Described as food for the brain, sleep is vital to an individual’s wellbeing: particularly when it comes to school-aged children and teenagers.  As kids return to school, let’s look at some ways we can ensure they are getting the recommended 8 to 10 hours of sleep in order to feel rested and learn effectively.

Linking sleep to physical and psychological functions

Waking up ‘on the wrong side of the bed’ doesn’t help family dynamics.  The importance of sleep comes down to the role it plays in a multitude of physical and psychological functions, including a person’s diet and how they manage stress. Shifts in biological patterns explain why many teens don’t fall asleep before 11pm.

Although eight to ten hours is the recommended amount of sleep, one study reported that only 15% of adolescents are sleeping more than eight hours on school nights.

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Research on Teens and Sleep

Research from VicHealth and Sleep Health Foundation

found Australian teenagers were missing out on crucial sleep with screen time, caffeine and stress affecting their quality of sleep.  The study reported teens only got between 6.5 and 7.5 hours of sleep a night, well below the recommended 8 to 10 hours which in turn seriously impacted their mental wellbeing, with increased rates of depression, anxiety and low self-esteem among sleep-deprived adolescents.

The Sleep and Mental Wellbeing study also found:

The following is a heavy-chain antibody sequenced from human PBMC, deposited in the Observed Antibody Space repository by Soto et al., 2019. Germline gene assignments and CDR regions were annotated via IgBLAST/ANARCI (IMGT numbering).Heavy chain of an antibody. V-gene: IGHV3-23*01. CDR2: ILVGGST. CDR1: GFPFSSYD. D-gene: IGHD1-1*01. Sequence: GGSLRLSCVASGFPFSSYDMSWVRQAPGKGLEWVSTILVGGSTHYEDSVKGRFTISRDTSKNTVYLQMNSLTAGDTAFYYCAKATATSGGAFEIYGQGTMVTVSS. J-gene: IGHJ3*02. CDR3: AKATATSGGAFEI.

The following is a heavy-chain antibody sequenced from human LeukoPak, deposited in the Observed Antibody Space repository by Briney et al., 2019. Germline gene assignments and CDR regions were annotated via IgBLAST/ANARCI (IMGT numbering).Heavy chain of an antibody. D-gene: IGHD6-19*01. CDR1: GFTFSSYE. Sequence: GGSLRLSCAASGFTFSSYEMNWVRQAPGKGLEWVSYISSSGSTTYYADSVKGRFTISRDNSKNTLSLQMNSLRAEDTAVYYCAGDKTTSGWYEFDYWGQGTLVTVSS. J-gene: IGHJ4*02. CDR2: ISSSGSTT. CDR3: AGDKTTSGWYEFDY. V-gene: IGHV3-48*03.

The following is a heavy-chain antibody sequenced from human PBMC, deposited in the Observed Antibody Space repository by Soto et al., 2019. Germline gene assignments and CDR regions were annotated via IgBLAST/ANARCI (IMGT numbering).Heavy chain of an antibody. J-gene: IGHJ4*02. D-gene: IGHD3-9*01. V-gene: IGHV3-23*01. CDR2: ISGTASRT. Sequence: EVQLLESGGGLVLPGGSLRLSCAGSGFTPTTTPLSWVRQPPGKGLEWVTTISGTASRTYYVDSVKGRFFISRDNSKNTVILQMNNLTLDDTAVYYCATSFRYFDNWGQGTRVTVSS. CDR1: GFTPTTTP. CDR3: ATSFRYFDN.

• Two-thirds of teenagers reported at least one symptom of a sleep disorder such as insomnia
  • Sleep problems during childhood and adolescence often foreshadow depression later in life
  • Up to 65% of young Australians experience symptoms of insomnia
  • Teens slept up to 90 minutes longer on weekends, due to not having to wake for school or sport or other commitments
  • Teens who put down their smartphones an hour before bed gained an extra 21 minutes of sleep a night

5 Tips for Everyone on How to Improve Their Quality of Sleep

1. An individual’s sleep cycle is controlled by hormones the brain releases to make people feel either sleepy at night time, or awake during the day.  This can be shaped by factors including the level of physical activity throughout the day (especially outside in natural light). It is suggested we all aim for 60 minutes of physical activity each day.

2.  Having a routine is one of the best tips.  Going to bed and getting up at approximately the same time every day assists in training the body to recognise when to get sleepy.

3.  A sleeping space free from distractions such as technology and intrusive light greatly assists quality sleep.  Ensure bedrooms are dark, quiet, and a comfortable temperature.  Laptops and mobile phones are best left out of the room or somewhere where they won’t disturb sleep.  Instead of looking at a screen, read a book or listen to music.

4.  Try to relax before bed – mindfulness tasks such as meditation or gently yoga might help.

5.  Avoid stimulants in the evenings such as coffee, tea, soft drinks and energy drinks.

We hope that these simple steps can help teenagers, children and families achieve a better night’s sleep.

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